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WATEHBUHY EVENING DEMOCRAT. FRIDAY; -XOV3EMBER' 20, 1908.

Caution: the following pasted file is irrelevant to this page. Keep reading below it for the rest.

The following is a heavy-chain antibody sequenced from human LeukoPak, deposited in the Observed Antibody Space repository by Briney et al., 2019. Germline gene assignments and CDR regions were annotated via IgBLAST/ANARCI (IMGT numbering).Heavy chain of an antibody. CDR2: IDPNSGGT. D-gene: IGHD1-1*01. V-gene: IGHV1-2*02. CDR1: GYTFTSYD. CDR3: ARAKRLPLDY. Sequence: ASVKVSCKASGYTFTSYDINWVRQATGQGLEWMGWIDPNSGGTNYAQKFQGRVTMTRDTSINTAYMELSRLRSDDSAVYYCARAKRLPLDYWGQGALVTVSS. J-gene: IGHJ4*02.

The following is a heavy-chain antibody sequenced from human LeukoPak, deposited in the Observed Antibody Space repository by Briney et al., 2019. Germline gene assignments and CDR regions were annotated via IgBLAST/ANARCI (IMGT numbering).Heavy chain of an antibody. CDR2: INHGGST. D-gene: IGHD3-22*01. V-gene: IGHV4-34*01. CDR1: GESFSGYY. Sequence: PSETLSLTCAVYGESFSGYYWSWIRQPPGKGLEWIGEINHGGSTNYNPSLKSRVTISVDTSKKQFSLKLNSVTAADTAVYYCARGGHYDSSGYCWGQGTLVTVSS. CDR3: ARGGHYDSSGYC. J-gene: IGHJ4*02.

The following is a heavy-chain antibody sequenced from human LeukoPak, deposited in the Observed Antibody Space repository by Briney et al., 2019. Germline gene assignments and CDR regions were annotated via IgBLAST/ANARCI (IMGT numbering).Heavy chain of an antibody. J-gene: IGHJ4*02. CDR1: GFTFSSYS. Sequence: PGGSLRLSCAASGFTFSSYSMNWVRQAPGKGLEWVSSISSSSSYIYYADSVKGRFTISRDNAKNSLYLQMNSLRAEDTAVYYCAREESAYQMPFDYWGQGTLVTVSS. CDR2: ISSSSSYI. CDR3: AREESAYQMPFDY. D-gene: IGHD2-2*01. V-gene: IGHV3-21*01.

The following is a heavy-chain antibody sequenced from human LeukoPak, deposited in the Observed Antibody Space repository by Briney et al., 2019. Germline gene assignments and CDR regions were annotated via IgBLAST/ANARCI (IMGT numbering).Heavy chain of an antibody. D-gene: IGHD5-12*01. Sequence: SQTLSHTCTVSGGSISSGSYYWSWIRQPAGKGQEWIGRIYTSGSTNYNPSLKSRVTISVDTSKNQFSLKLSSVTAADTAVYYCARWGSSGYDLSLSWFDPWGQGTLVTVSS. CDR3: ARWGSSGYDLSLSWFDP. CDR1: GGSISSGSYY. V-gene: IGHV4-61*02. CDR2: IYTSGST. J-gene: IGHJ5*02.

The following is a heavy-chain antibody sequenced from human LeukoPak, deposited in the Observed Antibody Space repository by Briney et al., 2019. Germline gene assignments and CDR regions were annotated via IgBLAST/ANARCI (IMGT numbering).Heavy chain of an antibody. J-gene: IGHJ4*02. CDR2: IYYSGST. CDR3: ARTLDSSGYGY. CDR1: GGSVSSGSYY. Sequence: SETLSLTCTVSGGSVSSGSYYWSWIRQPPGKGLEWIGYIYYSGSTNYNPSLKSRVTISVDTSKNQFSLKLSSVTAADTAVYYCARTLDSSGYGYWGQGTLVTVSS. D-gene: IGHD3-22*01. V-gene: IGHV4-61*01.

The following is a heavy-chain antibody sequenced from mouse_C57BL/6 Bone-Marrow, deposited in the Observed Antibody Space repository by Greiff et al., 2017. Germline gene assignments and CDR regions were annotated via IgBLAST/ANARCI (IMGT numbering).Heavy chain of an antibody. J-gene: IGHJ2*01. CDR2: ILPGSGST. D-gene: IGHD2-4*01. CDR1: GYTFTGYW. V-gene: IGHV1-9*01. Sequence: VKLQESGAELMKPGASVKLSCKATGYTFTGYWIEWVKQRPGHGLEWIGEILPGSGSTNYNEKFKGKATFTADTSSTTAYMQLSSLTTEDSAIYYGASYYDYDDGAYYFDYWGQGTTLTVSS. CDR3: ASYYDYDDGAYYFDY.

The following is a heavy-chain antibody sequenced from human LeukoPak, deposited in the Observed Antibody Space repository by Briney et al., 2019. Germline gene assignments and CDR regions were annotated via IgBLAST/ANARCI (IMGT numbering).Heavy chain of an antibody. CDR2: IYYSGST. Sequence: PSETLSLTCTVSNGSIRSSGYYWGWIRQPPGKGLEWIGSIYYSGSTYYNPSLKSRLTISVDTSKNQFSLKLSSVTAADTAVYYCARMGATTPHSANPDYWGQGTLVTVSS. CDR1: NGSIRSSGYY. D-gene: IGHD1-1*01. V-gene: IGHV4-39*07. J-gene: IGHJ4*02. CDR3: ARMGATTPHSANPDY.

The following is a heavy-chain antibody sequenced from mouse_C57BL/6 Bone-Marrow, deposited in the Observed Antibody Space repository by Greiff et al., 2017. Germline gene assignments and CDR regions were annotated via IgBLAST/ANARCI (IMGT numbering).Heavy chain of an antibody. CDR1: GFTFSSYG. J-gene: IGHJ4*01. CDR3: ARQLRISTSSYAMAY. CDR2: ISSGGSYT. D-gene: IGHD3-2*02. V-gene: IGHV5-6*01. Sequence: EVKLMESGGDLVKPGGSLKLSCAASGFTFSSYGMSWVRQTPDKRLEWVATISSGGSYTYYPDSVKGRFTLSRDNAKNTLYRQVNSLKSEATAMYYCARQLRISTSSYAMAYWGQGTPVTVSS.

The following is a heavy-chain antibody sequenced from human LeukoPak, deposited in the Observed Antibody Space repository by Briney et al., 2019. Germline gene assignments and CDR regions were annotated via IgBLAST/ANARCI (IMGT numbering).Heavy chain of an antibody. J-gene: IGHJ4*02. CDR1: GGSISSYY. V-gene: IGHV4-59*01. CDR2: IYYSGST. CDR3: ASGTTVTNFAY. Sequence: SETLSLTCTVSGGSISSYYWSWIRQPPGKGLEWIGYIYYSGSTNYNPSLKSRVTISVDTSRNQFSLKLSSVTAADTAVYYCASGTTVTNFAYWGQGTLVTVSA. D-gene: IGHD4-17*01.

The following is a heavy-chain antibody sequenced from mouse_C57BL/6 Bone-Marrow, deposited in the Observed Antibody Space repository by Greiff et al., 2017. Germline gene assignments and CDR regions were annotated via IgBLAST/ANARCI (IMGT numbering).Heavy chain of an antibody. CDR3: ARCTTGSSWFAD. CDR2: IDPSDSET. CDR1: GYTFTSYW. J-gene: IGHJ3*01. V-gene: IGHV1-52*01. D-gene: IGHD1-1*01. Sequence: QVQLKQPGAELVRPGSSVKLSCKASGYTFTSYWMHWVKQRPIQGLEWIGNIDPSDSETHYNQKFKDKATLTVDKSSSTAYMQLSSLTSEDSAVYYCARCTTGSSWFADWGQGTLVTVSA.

ROSE DILL COMPANY Clsbtsiti Alter Twtolj.Sever Years ol Fire Service. Alter twenty-seven yean cS f; Vice during which it anawe! hiu dreds of calls, the Rose HUi Volaa teer Hose company has arowrl its last alarm and last even), i UIi. .! d with a banquet. Th'; pervert held la the old house 01 lud'.rfi -Ureet and In addltlov. f ;'. :u. bers there were pres.- i ".(. .'ly c" clala and a few oth'. .' : '. H v one of thooe gat'frl' : -i ,rh!' the Rose Hill mer.ic, . ) :. lasted far into the .r-'.w; r-vt .-, --si j ".iiin: ', r though the hour waii V. "y : .miv-.!, , the guests were loath it. v' t banquet hall. ! " 'iunun It was only a few weeks cgi. '! a banquet was held in conuectu-. ' - with the opening of the new Ityildwin j . atreet house and almost all who were ; poe. Gaf.ixrs T. IT, I'Husrali, . Kaiser, JoUu lhy.ia, Thomas FjugeitiU. Jofia S. rho:cr50, Peter K. Rle Q,")'.(m E.!.);or. Joan Z. Dowilng, T. A Cuugulau, AiloUel T. Xielly, Joun 0. Tiiemppoa, turret Suilivaa, Jobs V. Ikoahl, Mlcfceol !. BiMvan, P;vt i'K TUjiiipton. fces'cy cad. ESS SiSATOMAl . liacliiiis Tiil LiUO V. 'cw Haven. N'.v Sit. Intsv ia inn seua.-orliil 1 rit t la prov.-'nif O r day. Piimlf ar-i wondcvlas kw tbo Joi-m! ivin! )i'f iUH''blno nl ti h'-uU mm hi"' ZV ti'4''K t,0 '-''W 1, is liiid.-i-M - ?. .e rctV'va'. Jiudnui'. .. in l cli'rir.g t'.e IDE CITY COURT Risouisiq od Coben Iroublfi Aired 2b Coorl Te4iy. ' 1 I ()! ' present last evening were on hand at the other, nut tne arair last mgni was in the old building and this made all the difference in the world this u.. . senator buttoned up : sure to S' back, The tables were set on the upper Iran's soma hat. ,: nour : ''or the ,aere at v . were, of ,.,slng pur r ;-.ed that by ,i choice for . thoroughly Mrandegee was V George P. Mc 'iiyaterlous refer- G TT i ntm wm JAMES A. HTXE3, Toastmaster. floor of the building which was deco rated with American and Irish flags. The walls were decked with several pictures of the company while here and there were many little things not of much value themselves but prized highly by the members of Rose Hill. James A. Hynes was in the toast master's chair and during the even ing the following made remarks: Mayor William E. Thorns, former Fire Commissioner Maier Kaiser, Chief Engineer Samuel C. Snagg, Assistant Comptroller W. J. Shanna- han, Veteran Hoseman John W. Mc Donald, Commissioner Henry W. Mi nor, James Coughlin, Peter Rice, for mer Foreman John C. Thompson, Commissioner Herbert J. Phillips, Deputy Chief William Dodds, Com missioner John Griffin, M. D. Russell, Alderman John H. Malone and Lieut enant P. W. Halpin. After the speechmaking there was an entertainment of impromptu nature in which many of the members par ticipated. Some good songs were heard, many excellent stories were told while the experience of a few of the members as related by them selves were very amusing. The Rose Hill company was organ ized on March 18, 1881 and has been one of the most popular volunteer organizations in the city. It is the last of the old timers with the ex ception of the Brass City company In the eastern section of the city. The Toster of the company follows: Foreman, William Laffin. iFlrst ass't foreman, James Downey. Second ass't, Thomas Cavanaugh. Secretary, MSchael Sullivan. Treasurer, James Coughlan. Patrick Carolan Patrick Kelly John Casey George Lynch Michl Cavanaugh J. W. McDonald Owen Cavanaugh Timothy O'Connell Patrick Cavanugh Dennis J. Phelan Peter Coughlan Peter Rice John J. Dillon James H. Riley Maurice Fitzg'ald John Smith T. M. Fitzgerald Dennis .T. Sullivan T. F. Fitzgerald J. C. Thompson John F. Gaffney J. T. Thompson Patrick W.Halpin J. A. Thompson IJohn J. Kelly Among those present were: Mayor William E. Thorns, Alderman John H. Malone, Commissioners W. J. Phil Hps, Henry W. Minor, John Griffin, CWef Engineer Samuel C. &tsx. muiku i jiiph i UaMv-'a ItEUTK-VAXT P. W. HALPDf, Chairman Banquet Committee. Deputy Chief William Dodds, Comp troller M. D. Russell, Assistant Comp troller W. J. Shannahan, Capain Thomas F. Cavanaugh. Foreman Wil liam Laffin, James A. Hynes, Lieuten ant P. W. Halpin, Owen Cavanaugh. John J. Kelly, M. F. Walsh. J. A. Donnelly, James T. Coughlan. John E. Dillon. James F. Dillon. J. F. Bor &, J. Casey, dward Balfe, J. F. ence to his senatorial hopes had been explained away for a couple of years. When E. J. Hill suddenly popped up as a candidate there was a dispo sition in inside circles to laugh at his presumption. He couldn't carry his own county, and he wouldn't, if he was foolish enough to persist, get thirty votes out of the whole general assembly. He'd fade away and be forgotten in a few days. That was the talk at first. It isn't the talk now. Perhaps it would be an exag geration to say there is actually panic among the Brandegee mana gers, but it is plain truth that they are badly rattled. The inspired arti cles that come out show this very plainly and are the cause of no little amusement. The assurances that come to Mr Hill by every mail are said by one of his confidants to be most gratifying and to justify fully the popular com ment that, if his election were left to the people of Connecticut, Hill would get five votes to one for Bran degee. . It is plain that the state as a whole has little interest in the Bran degee canvass. The common com ment is that he had his chance and did not make good. Senator Bulke ley ia a commanding figure. In the same period in which Brandegee has kept his light under a bushel, Bulke ley has blazed his out and has be come a recognized force in the sen ate. People who do not agree with him admit his perceptible personal ity. A friend of his quoted him the other day as saying that he himself was to blame for the unpopularity that had come to Brandegee, and he ! was not going to see the young man . punished for following him. But ; that is just what some people do pri pose to punish him for. They wanted two senators and not one and a follower. In Piatt and Hawley they had two had been four years in that body. Of ity. Each followed his convictions They never quarreled, but often they voted differently. There is no doubt that the state of Connecticut gained influence through keeping these men in the Benate, but it was the men in the first place and not their terms of service that gave the influence. Each of them had proved himself before he Hawlev.only three senatorsfromCen- course, it Helped to continue mem there, but they had to be the right sort to begin with. The average term of the senators that Connecticut has so far elected has been just a few months above six years. It has not been the cus tom to re-elect. Excepting Piatt and ed two full terms Hillhouse of New necticut in all her history have serv plies a mortgage; it carries with it s Haven. 1796-1810, Foster of Norwich 1855-67, and Dixon of Hartford 1857-69. Two others, Niles or Hart ford and Ferry of Norwalk, were elected, but did not serve twelve years. Thi sindlcates that hitherto it has taken quality of a distinctive sort to secure re-election. It is mistake to assume that possession im As for Hill, he has Btood by the ad duty and an obligation. The attempt to make a martyr of Brandegee for opposing Taft is amus ing, but counts for very little. He chose his side and, if he finds he stands in opposition to a plurality of 45,000 votes, he must conclude he chose wrong. If Bryan had carried Connecticut by 43,000 (perish the thought) and a democratic legisla ture had been chosen, would that body have sent to Washington an anti-Bryan senator? This is what some republicans who worked hard for Taft and had to work against the influence of Brandegee are asking, ready. He has been able to take them ministration and by Taft and his record is open and a record of things done. One element that the Brandegee managers have not taken into ac count as yet Is rery liable to be heard from and that is the business men. They want a working tena- i llsfi took place between NU Ra:nu?ien and his neighbors Joaeph UDB&n, his wife and son Motet on 9WV. Plot last Saturdav and JudKo Pardee in disposing ot the matter in tbo city court to-day satd it wag not ly unseemly and barbarous but f vtdeutly the participants thought themselves on the frontier. It all began with the dogs owned by the respective parties. Baby Cohen, four years old. was going down the road to meet his father with his big dog when Rasmussen's dog butted in. The baby yelled, the dogs barked and in a minute UasmiiBsen, his housekeper Mrs Mary Albertl, Cohen his wife and his son Moses were in a mlxup in the road. Mrs Cohou was knocked on the head and she was evidently very feeble in court aa a consequence. But Mrs Albert! said the woman just threw herself down on the road and her. head knocked against a stone. Another thing, she said was that it Mrs Cohen was struck by a stone it was she, Mrs Albertl who hit her, but she was so excited she could not say. But she had picked up a stone to give to Rasmussen to defend himself with when Mrs Cohen put her face up to hers and, well that was all she could recall. Rasmussen got one in the side of the head so that it re quired the attention of Dr A. A. Crane, but Moses Cohen said It was Mrs Albertl who inflicted this wound. She was throwing the stone at' his mother when Rasmussen put his head in the way and he got it. At torney Rogers, counsel for Rasmus sen tried to show that Mrs Cohen's evident weakness in court was just shammed. The court said both par ties were responsible and he imposed a fine of $10 and costs on each. An appeal was taken. The case against Sesselman tor obtaining $100 on false pretences by having his friend Harry Johnson of Grand street change a $iuu contea erata bill, was put over to Tuesday. Sesselman's frieuds are looking all over New York for the fellow who gave him the note to cash. Michael Horan was given the al ternative of paying $10 and costs or working it out in jail for intoxication. Harrv Greenwood resisted arrest at the handB of Officer Kiersted yes- terdav on Kingsbury street, but as usual the officer won out and Green wood was not only fined $10 and costs but h had one of the worst looking black eyes that has been in court in many a day. William Warner, colored, was chareed with theft of a graphophone worth $35 and cash, $15,, from Do- menico Dessi, also with thert or bank book representing $50, coat and vest worth $8, a watch and two watch chains $21.50. a ring fifty cents, and a razor worth twenty-five cents from Antonio lmmmDO 01 Chatfield avenue.. Warner was ar rpsted in Hartford yesterday as he was trying to dispose of the grapho phone. It seems . he- represented himself to Imbijnbo as nara up aim Imblmbo allowed him to Bleep on his floor last Monday night. He slept there again Tuesday night but some time In the morning ne gui away with the above named proper ty. The court suggested that the value of the articles taken from Im blmbo. be reduced in tne complaint to $50 in order that the case could be brought under his jurisdiction and thus not waste the time of the jury in the superior court. Warner was then given almost me umii, Dy being committed to jail for four months on each complaint and fined $40 on each also. Kcho of Earthquake. San Francisco, Nov SO. In an ef fort to collect for losses sustained In the fire that followed the earthquake of April, 1D06, preliminary steps have been taken In a suit to be filed in the federal circuit court against the Spring Valley Water Co by Harry 8. Klpley , to whom a number of ctalnu have been assigned. It is claimed that losses running Into the millions are united with the. plaintiff. The suit la to be based upon allertloiu I that the company's plant was poorly 1 ronstrticted, was not provided with gates and passes whereby crippled sections might be cut out, and that the mains were laid on an ir sec 11 re foundation. NEW ADVERTISEMENTS. TO RENT Three desirable rooms at 2 Brennan place for $6. Inquire 28 Pleasant st, D. 3. McCarthy. . 11-20-3 WANTED At once, lady canvassers. Excellent opportunity. Apply at 194 Bank St. 11-20-tf TO KENT Five rooms, all Improve ments, at 22 Pratt place. Inqntre 19 East Liberty st. 11-20-8 FOR- SALE six family block, price $8,000, rent $1,104 per year; $600 down. For particulars see W. R. Adams, 78 Abbott ave. 11-20-6 1 1 MEN WANTED quickly by big Chi cago Mail Order House to distribute catalogues, advertise, etc; $25 a week; $60 expense allowance first month. No experience required. Manager, Dept 501, 385 Wabash ave, Chicago. 11-20-6 TO KENT Four large rooms, Im provements, also barn to rent .in quire 22 West Farm st. 11-20-3 FOUND Valuable dog with tag No 62,128. Owner may obtain same by paying for this adv and calling at city yard, Benedict st. 11-20-3 FOR SALE Upright piano, $185; big bargain; easy terms. Come quick. The F. H. Lewis Co, 26 East Main at, up stairs. 11-20-6 TO RENT Six large rooms, all im provements. Inquire M. J. Donnel ly, 47 Union st. Telephone 2114-2. 11-20-8 WEDNESDAY MORNING WE START OUR GREAT 9 and 19c SALE ORDER OF NOTICE. EMMA J. WALKER VS JOHN WALKER. State of Connecticut, New Haven County, 68, Waterbury, November 19, A. D. 1908. Upon the complaint of the said Emma J. Walker praying for reasons therein set forth for a divorce, made returnable before the superior court of Waterbury, in and for New Ha ven county, to be held on the first Tuesday ot January, A. D. 1908. It appearing to and being found by the subscribing authority that the said defendant formerly resided in the town of Ansonia and absent from the state; gone to parts unknown; therefore, Ordered, that notice of the pend ency of said complaint be given by publishing this order In the Water bury Evening Democrat, a newspaper printed in Waterbury, in said New Haven county, three days, successive ly, commencing on or before the 21st day of November, A. D. 1908. SAMUEL J. MARSH. Assistant Clerk of the Superior Court for New, Haven County, at Waterbury. A true copy. Attest: MAURICE F. CARMODY, . 11-20-3 Constable. & & o o o o u 0 o o CI ' o What 9c Will Buy win bar 1 rrti of worth t 1-la yard. Will bur 1 yard of worth II l-lo yard. Will buy 1 yard ot worth II l-lo yard. Cotton Cloth, Cotton Cloth, Curtain Muslin, Will buy 1 yard Porosis, worth li yard. 1-JC Will buy 1 yard coed Ticking, worth If l-lo yard. 9c 9c 9c 9c 9c k -Will buy 1 yard of India Lawn, worth VI, 21 1-10 yara. A Will boy 1 food Towel, worth 11 l-lo VV, oaeli. 9c 9c 9c 9c 9c 9c 9c 9c 9c 9c 9c 9 c 9c Will 'bay 1 ood Pillow Cut, worth 11 l-2e ach. .it . ' 1. . ' ... Will buy 1 yard of good Dross Olng ham, worth 11 1-lc yard. . Will buy 1 yard ef Beit Ribbon, worth 11 l-lo yard. Will buy II yards et best ouallty Frtnti, worth 7o yard. Will buy two Bow Ties, worth 10 cents each. Will buy one pair Hose, worth It cents pair. Will buy Tc each. t Figured Napkins, worth Sped! for Wednesday, Tbondty, Friday ani Saturday. Big Bargains from Every Department J W (0 Will buy 1 yards Taffeta Ribbon, worth Be a yard. , Will buy 1 Four-ln-Hond Tie, worth 18 1-1 cents pair. 1 Will buy one Pocket Book, worth IB cents. Will buy 5 yards Braid, worth Bo each yard. ( , Will buy one Ladles' Collar, worth IB cents. ' Handkerchiefs,, worth Be K Z LU 0 2 Q z w h HI & 01 I h What 19c Will Buy Will buy 1 yard of Table Linen, worth leo yard. 1 Will buy 1 yard of worth 19c yard. Will buy I yards llest Quality Olng- nams, worm so yarn. Will buy 1 worth JSC Will buy one Corset Cover, worth eents. I9c 19c 19c 19c 19c I VC cents, 19c 19c 19c 19c 1 9c Colored Poplin, Ladles Under Garment IB Will buy 1 IB cents. pair Ladles Mittens, worth Will buy 1 yards Dross Goods, wortn It l-lo yard. Ill buy 1 Four-ln-Hand Tie; worth IB cents. . Will buy one bottle worth 25 cents. of Bay Rum, Will buy one Hair Brush, wortn za cents, 4 f Wilt buy 1 Men's Linen Collars, worth I VC io eaoh- Will buy 1 pairs Men's Hose, worth lBc each. B Hemmed Napkins, wbrth Will buy 7c each. I9c 19c 1v Will buy one latest stylo Belt, worth VC ' 25 cents. Will buy 1 pair Men s suspenuers, worth ISc, . : ' 1 yard . Veiling, worth 15c a 19c 19c Will buy yard. Ifv Will buy four yC c"'s yard. yards Lace, worth J . v Will buy yards. Braid, worth 10c 1 - ,irMw-'-W'fw""'','''' - t e Will buy 1 Flannelette Petticoat, worth I yc 25 cents- se .5? s?. M ? M s? CO o to o CO O co. o CO o CO a to. a CO a co a co o CO , 0 ELKS' FAIR IS OVER. FOR SALE Pianos! A $500 piano slightly used at a bargain. We need the room for Xmas goods; one piano at f 110, organ at $10. James M. Fulton, 95 Bank st, over Mul llngs'B. ' . 11-19-3 TO RENT. On f the Most Successful hver Given by Waterbury Lodge. It was almost 2 o'clock this morn ing before the final event had been concluded in Buckingham hall anu the Elks' fair of 1908 had been brou eht to a close. There were many disappointed, too, because tna two bleeest awards went out of the city, one to Torrington and the other to Plymouth. Five or the twelve Dig treasures went out of the city, four were taken by residents and three had no addresses. The automobile, however, over which' there was heavy contest, remained in the city, going to W. C. Eitel, 1021 West Main street. The doll will find a home with Mrs Paul Krause, 221 Rubber avenue, Naugatuck, and the gold watch was awarded to N. Mead, 440 North Main street. The judges were Dr N. A. Goodrich, Edwin Hart, Charles Templeton, John Hurlbut, John P. Morgan and Edward Mcore of Stamford. The stubs were drawn by Miss Rose Moore of Meriden. The Empire Women s orchestra or Boston, which delighted the patrons of the fair for nine nights, left for their homes this morning. They made many friends while here and regretted their departure. Mrs Ben nett, the picolo player, who was taken ill early in the week and was removed to the Waterbury hospital, was able to be taken away with her companions this morning. Manager George W. Smith was. more tLan pleased with the reception his or chestra received and promised at some future time to return for a con cert tour alone. The committee of arrangements can take a good rest now and feel happy that their efforts to make the fair a success have been accomplished. The members of thr committee certainly deserve g-eat credit to come out with flying colors, considering the mammoth expenses they were under. TO RENT Tenement ot five rooms, first floor, all improvements, 49 Ful ler st. Inquire T. Brennan, 53 Ful ler st. 11-19-tf TO RENT Tenements of four and three rooms at 104 Fairview st. 11-19-3 TO RENT Five rooms on Fuller st, all improvements, verandas front and back; 5 minutes' walk to Sco vill Mfg Co and 10 minutes' walk to center: $12 a month. Inquire 19 Laurel st. 11-18-6 TO RENT A meat market, lnclud ing a refrigerator and balance to anyone desiring to run a team, also place for one horse and wagon, $10 a month. Inquire 19 Laurel st. 11-18-6 Miscellaneous. FOUND A piano store where you can save from $50 to $150 on your Dlano purchase. Call at 95 Bank st and get particulars. James M Fulton. 11-19-3 FOUND Packase of dry goods on ProsDect st. Owner may obtain same by proving property and pay ing for this aav. can on uaymonu Dillon, 45 Ridge st. 11-19-3 LOST $50 to $150 is your low should you fail to take advantage of the "piano bargains" I am now 0! fering. James M. Fulton, 95 Bank gt, over Mulllngs's. 11-19-3 SUITS made from Irish tweeds. The most reliable place to get a suit, overcoat or trousers is at the Irish Woolen Mills Co, 151 Bank st, room 4. Farrelly c Dwyer. Best material best workmanship, latest styles, Made to order on the premises. 11-2-tf ii. A. DULAC, builder and contrae tor. stair builder and' cabinet mak er, store fitting a specialty. Office and shop with J. E. Smith Co, 65 Benedict st, Waterbury, Conn. Res idence 62 Tracy ave; postoffice box li1. We changed the name of our firm THE GUARANTEE CREDIT CLOTHING CO., to The MUSLER & LIEBESKIND Dry Goods Store 33-35 East Main Street MOSEY REFUNDED Off AI.I. US9AT- ISFACTOnV PURCHASES. , FOR SALB TO RENT LARGE AUCTION SALE Tuesday, Not 24, at 1 p. m., horses, wagons, 1 car of new sleighs, robes, blan kets, whips, etc. George L. Messen ger, 24 Berlin ave, Southlngton, Conn. , -11-19-3 FOR SALE Pianos at honest prices. I can save you from $50 to $150 Isn't that worth while? Call at James M. Fulton's new music store, 95 Bank st, over Mulllngs's. 11-19-3 FOR SALE Shoninger piano taken in exchange; used nine months; in perfect condition; an exceptional bargain. M. Steinert & Sons, 29 W. Main. 11-18-$ FOR SALE Pianos at prices that will surprise you. Come in and ex amine the "Sohmer," "Behning," "Winter," "Packard" and other fine makes. Call at James M. Fulton's new music store, 95 Bank st, over Mulllngs's. 11-18-3 TO RENT Two handsome tene ments of four rooms each at - 21 Willard st, all Improvements,. In quire on premises. 11-19-3 TO RENT 3 rooms on first floor and 5 on third. Inquire of Mrs B. Tiernan, 60 So Riverside st. 11-19-3 TO RENT Tenement of 3 rooms, first floor, desirable locality; rooms very large. Apply John Flaherty, 90 Ridge st. 11-18-8 NOTICE. Time having elapsed the follow ing pledges will be sold! at private ..t . 1 9 t ! n.J , . v , ... ,.m Daig ji uul vaucu lur vy lug. let ia . ivuveiiiuer, iuo. TO RENT Tenement in McGrath block, corner Phoenix ave and Enst Main st, suitable for boarding house. Apply J. A'. Hynes & Son, 43 East Main st, room 9. 11-17-12 Number 1636 2203 2487 2491 2544 2548 2507. 2511 2615 2526 2632 2533 2539 2546 FOR SALE Woodbury piano, used in demonstrating pianolas. This pi ano has been well tested and proves a success. Case finish is slightly dull. A sensible purchase. M, fiteinert & Sons, 29 W. Main. 11-18-3 TO RENT A nice one family cot tage, 5 rooms, with barn and chick en coop, land for garden, water in house, for $8, corner Pearl Lake road and Hamilton ave. 11-17-6 TO RENT Four room tenement at 1108 East Main st, rent reasonable. Inquire on premises or at 165 South Main st. 11-17-6 watch and chain April 1. '08. watch April 10, '08. ring. April 15. '08. Many other bargains on hand, come in ana .see them. 8. M. SCHNEER, Jeweler. 198 SOUTH MAIN STREET. ' FOR SALE A two family house located near Scovlll Manufacturing Co., rents for $22 a month. Price $2,200. Dunne, Brown & Co., 05 I Wink St, Room 7, Piatt Building. . -, TO RENT One 8 room rent In a new two family house off Willow et Overlook Land Co, 11 East Main st Tel 1004. 11-14-lf TO RENT Newly renovated steam heated flats of 6 and 7 rooms each, near the center; janitor service. Overlook Land Co, 11 East Main st. Tel 1004. 11-14-tf FOR SALE Piano, new, right from factory, $138. See this piano and compare it with others that cost $250. James M. Fulton, 95 Bank st, over Mulllngs's store. 11-19-3 FOR SALE Furniture for flat of 5 rooms, all clean and settled; rea sonable if sold at once; object for selling people leaving city. Ad dress box G, Democrat office. I 11-17-6 FOR SALE: Shoninger piano in splendid condition, used but nine months. A rare bargain. M. Stein ert ft Sons, 29 W. Main. 11-18-3 FOR SALE 200 pigs, all siies, sound and healthy, alive or butch ered. . Henry Schildgen, East Wa terbury road, rural free delivery, Naugatuck, Conn. Tel 51-6 Union City. 11-16-6 FOR SALE Apples, apples, at Boh building, E94 West Main st; N. T. state hand picked fruit, $2 to 91 per barrel, yon furnish barrels. Prise & Horton. 'Phone 1636-6. 10-1 4-tI The Democrat office Is open every evening until 8 o'clock and on Wed- nesday and Saturday evenings until 1 9. People who desire to pay un-lnavBURY HAT STORE, 74 Grand scription or other bills, or to leave; " nere yon ,t u, .1-90 and job work or advertisements will b attended to evenings if they can not call during the day. tor. They have always found Hill ready. He has been able to take them to the white house in recent years and around the departments, and to get for them prompt attention. He Is putting up a stiff fight and It will keep the politicians sitting up and paying attention from now to January. $1.40 bat that In yeais past yon have found has no equal. Remem ber the place, 74 Grand st, opposite Democrat office. t-18-tf NEW AND SECOND HAND FURNI TURE Tne cheapest place In the city to buy your furniture. I have whatever you want at the lowest prices. It Ton hare any second hand furniture to sell let me give you a price on It. Philip Miller, 24$ Souta Main at i-li-t WANTED, WANTED A reasonable price of fered for a pair of tickets to Tale- Harvard football game. Address box F. B., care Democrat. 11-18-3 WANTED Salesman. Excellent op portunity for up to date active man. Apply manager, 19 aasi Main si. 10-3-tf WANTED The people to know If they hare not $7 for a ton of coal they ean get a bit bag et Otto Coke from their Kroeer tor a dime. MACHINIST Have building and or ders: wish to connect with party having some trade and machinery. Address U. B., Evening Democrat. " 10-t-tf TO RENT Two private houses for rent, containing seven rooms each, & little out ot the center. Overlook Land Co, 11 East Main Bt. Tel 1004. Ilil4-tt TO RENT One six room rent in a two family house a little out of the center; very reasonable. Overlook Land Co, 11 East Main St. Tel 1004. 11-14-tf TO RENT On Walnut st, two Ave room rents, first and . third floor. $10 and $15; all Improvements. In quire George N, Marshall, 16 East Main st, room 2, evenings only. 11-13-tt TO RENT Five rooms, first floor. 68 Vine st; 5 rooms, second floor. 60 Vine st; 4 rooms, first floor, 93 Wood st; all Improvements, fine condition; rent low for winter. W R. Price, 1G Willard st. 'Phone 955-3. 10-14-u TO RENT Storage room, $1 and $2 per month. Inquire John Moriarty, over Poll's theater. 12-31-tf. TO RENT A new 9 room house. 12 minutes' ride from the center; price right. Overlook Land Co, 11 East Main st. Tel 1004. 10-5-U TO RENT Four steam heated flats within 2 minutes' walk of Exchange place. Overlook Land Co, 11 East Mais st. Tel 1004. 10-S-tf TO RENT Stores and flats la the new block corner East Main and Cole sts; rents reasonable. Eugene Martin, 97 Union st 10-2-tf TO RENT Tenement with all Im provements. John Moriarty, over entrance to Poll's theater. 4-Jl-tf Article watch ring ring watch ring ring watch watch watch ring watch Date Issued1 Oct. 14. '07. Feb. 4, ,'OsV'A Feb. 24, '08. Feb. 26, '08. April 14, ,'08, April 18, "08. March 14, '08. March 18, '08. March 20, '08. March 30, '08. April 1, '08. WANTED ! Cash will be paid for a three family house in a good neighbor hood Call at the Real Estate and Fire Insurance office of D H. TIBRNEY, 187 BABK aT&EET. Buslnesfi Cards 1. B. GRAY A 00285 North Main it. Funeral Undertaken. Tele phone day or night LOUIS A. WALSH- Lcavenworth st ' -Architect,' 61 0. JEROME BAILEY Architect, Apothecaries Hall building. FRENEY JACKSON Architects, 51 Leavenworth st ' JOSEPH 7. SMJTfi Architect II North Mala at PANS And, Upwards NOTICE Tailor made sutts $3.60 up; shirt waists, 25c; children's dresses, 35c. Mrs Trudeau, 909 Bast Mala, , , J.l-H-4 EASY WEEKLY PAYMENTS. If yoo W In nwxt ot mAy nosey with which -to fj the ln1lorl, th buichrr or trnoer, om to us and sstwhmt you want privately, Ka do- , 17, no tmbarrawment. no manners required. Yim tt U ooey Ui tame dar 70a apply. . -, ' -: Nangstack, Tbooiastoa. Wtterville. Oikvilia sad Meridea applications give prompt attention. Amorican Loan Go. Telephosw 1309. 189 BAST ST. iOOM 1. ' ' ) Optaiill$Ja. I r